A telepresence-enabled platform, NOAA Ship Okeanos Explorer uses satellite technology to transmit data and video in real-time from the ship and ROVs working at depth, to a shore-based hub where the video is transmitted in high definition out on Internet2 to a variety of receiving stations on shore include a number of Exploration Command Centers located around the country. The University of Rhode Island's Inner Space Center receives the high definition Internet 2 video feed and makes a lower resolution version available via standard internet. Access to the video and a suite of internet-based collaboration and communication tools allows scientists located on shore to join the operation in real-time. Image courtesy of NOAA Okeanos Explorer Program. Download high-resolution version (1.8 Mb).
Telepresence is the concept of providing an individual or group of individuals with the data and information necessary for participation in an event or effort live when those individuals are not physically present for the event. This concept is not new, as telepresence technology has been applied in a many ways for decades by government agencies and private industry.
It has only been in recent years, however, that this technology has been adapted for oceanographic work to connect scientists, teachers, and students on shore to live images and real-time data from ships at sea. Telepresence is providing a portal into the excitement of oceanographic discovery and demonstrating to a broad audience the importance of exploring and protecting our largely unknown ocean.
Scientists on the NOAA Ship Okeanos Explorer are able to communicate with shore-based scientists from around the world from the ship's control room.
Through many years of extensive collaborative efforts, NOAA’s Office of Ocean Exploration and Research (OER), the Sea Research Foundation’s Institute for Exploration (now called the Ocean Exploration Center), and the University of Rhode Island (URI) worked to determine the most effective and efficient application of rapidly evolving telepresence technology for ocean science and exploration and for education and outreach.
With each subsequent year came new challenges and innovations. Over the years, the partners developed and refined complex ship-and-shore-based operating protocols, brought new shipboard and shore-based telepresence systems online, and built the hub for this technology, called the Inner Space Center (ISC) at URI. The ISC includes a production studio for live and post-produced education and outreach efforts and a ‘Mission Control Center’ for ship-to-shore connectivity to support telepresence-enabled expeditions.
NOAA Ship Okeanos Explorer underwent extensive refitting to become the first federal platform customized for telepresence-enabled systematic ocean exploration. And, Exploration Command Centers (ECCs) were developed at NOAA facilities around the country.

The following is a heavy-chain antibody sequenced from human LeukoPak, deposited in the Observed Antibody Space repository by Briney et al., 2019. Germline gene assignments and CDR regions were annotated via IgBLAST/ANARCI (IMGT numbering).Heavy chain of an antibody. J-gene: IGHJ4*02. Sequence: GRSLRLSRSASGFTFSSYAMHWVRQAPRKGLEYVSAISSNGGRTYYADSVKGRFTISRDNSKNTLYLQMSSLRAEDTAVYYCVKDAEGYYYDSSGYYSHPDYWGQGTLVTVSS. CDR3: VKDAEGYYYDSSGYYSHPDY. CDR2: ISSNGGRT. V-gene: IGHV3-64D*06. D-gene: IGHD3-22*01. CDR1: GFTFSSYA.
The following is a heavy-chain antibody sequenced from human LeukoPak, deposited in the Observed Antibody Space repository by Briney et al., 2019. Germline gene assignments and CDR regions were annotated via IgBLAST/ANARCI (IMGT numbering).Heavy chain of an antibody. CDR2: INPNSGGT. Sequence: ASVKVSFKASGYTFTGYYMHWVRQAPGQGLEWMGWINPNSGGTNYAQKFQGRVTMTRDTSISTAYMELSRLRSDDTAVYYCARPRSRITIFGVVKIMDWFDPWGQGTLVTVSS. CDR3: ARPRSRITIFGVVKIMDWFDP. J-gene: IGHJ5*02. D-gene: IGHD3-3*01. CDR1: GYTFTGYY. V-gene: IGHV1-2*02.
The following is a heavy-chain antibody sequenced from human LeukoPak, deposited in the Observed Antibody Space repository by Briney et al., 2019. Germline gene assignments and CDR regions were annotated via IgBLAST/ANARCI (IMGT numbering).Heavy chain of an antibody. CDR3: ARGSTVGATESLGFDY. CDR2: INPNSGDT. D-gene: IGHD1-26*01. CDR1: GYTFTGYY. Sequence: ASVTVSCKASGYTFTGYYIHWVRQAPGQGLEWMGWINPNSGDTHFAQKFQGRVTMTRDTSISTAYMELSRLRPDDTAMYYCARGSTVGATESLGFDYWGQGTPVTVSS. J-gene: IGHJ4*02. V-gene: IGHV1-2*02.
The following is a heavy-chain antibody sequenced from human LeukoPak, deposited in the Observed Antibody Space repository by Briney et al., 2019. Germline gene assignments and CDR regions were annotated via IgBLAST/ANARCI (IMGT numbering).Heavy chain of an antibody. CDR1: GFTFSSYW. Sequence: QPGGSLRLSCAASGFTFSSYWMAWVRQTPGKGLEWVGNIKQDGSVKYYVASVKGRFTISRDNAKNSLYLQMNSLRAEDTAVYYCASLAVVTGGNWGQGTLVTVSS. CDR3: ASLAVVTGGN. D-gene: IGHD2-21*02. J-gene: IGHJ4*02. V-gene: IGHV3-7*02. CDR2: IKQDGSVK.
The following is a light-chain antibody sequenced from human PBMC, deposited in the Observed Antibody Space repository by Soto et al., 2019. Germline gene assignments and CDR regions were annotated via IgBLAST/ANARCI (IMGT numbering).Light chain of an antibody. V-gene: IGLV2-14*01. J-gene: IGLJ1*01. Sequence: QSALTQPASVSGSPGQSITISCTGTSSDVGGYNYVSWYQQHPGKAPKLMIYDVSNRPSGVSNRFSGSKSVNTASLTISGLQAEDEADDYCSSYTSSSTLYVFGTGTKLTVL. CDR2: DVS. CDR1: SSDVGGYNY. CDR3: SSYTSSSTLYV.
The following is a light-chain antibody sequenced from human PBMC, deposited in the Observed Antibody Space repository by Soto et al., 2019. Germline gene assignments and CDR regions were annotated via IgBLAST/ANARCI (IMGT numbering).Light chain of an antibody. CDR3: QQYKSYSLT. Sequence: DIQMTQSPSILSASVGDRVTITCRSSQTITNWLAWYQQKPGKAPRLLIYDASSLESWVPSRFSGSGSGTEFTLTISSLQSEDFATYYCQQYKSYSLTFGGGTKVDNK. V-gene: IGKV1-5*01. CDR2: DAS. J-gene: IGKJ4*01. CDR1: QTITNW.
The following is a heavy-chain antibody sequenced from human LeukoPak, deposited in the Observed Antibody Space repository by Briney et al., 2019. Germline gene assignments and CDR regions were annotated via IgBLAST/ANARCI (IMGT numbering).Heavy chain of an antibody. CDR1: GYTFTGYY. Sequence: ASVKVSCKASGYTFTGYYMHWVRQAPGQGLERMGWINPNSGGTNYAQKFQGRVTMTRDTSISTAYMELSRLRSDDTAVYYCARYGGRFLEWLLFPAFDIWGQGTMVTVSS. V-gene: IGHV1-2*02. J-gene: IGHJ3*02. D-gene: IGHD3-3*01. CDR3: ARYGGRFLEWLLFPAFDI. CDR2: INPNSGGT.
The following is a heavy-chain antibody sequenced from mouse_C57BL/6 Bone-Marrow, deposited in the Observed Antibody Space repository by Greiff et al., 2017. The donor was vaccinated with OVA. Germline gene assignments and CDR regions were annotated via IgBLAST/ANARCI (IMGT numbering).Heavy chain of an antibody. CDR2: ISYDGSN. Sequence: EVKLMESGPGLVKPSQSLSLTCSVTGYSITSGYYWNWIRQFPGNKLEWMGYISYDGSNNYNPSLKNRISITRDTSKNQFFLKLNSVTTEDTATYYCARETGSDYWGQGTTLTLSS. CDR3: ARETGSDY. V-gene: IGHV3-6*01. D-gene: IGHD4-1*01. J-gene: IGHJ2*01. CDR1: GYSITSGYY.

The application of telepresence technology for ship-based work is extremely efficient as it permits unlimited access to personnel on shore, transcending schedules, expertise, skills, and abilities of traditional shipboard teams. Telepresence also enables the development of partnerships between geographically dispersed groups who otherwise might not have the opportunity to collaborate due to cost or logistics. And, using this technology allows for the most efficient use of all resources, as access to data and information between ship and shore is immediate and sustained for the duration of an expedition.
Web-based access to data, products, and information between the ship and shore is essential for real-time collaboration to be effective. Recent improvements in video streaming via standard Internet and the advent of online chatting have enabled participation from any location with Internet access. The continuing evolution of operating protocols, refinement of effective data management and distribution processes, and effective training of participants to operate between ship and shore are also key elements of this paradigm that continue to improve along with the development and application of this incredible technology for education and outreach purposes.
Each field season brings new challenges and opportunities to provide the most meaningful remote experience possible to those on shore and to provide the most effective and efficient collaboration for operations at sea.
The ability to watch the live events aboard telepresence-enabled ships is not limited to those with access to an Exploration Command Center. For example, capabilities today enable users to view live feeds from the NOAA Ship Okeanos Explorer via the Internet on the Ocean Explorer website during active expeditions. This brings real-time science, exploration, and excitement of discoveries into classrooms, newsrooms, and living rooms, opening new educational opportunities that are a major part of the Okeanos Explorer’s mission for the advancement of knowledge.
As technologies continue to evolve, so too will telepresence capabilities for ocean exploration continue to expand, bringing with them new ways of exploring and communicating about our little known ocean world.
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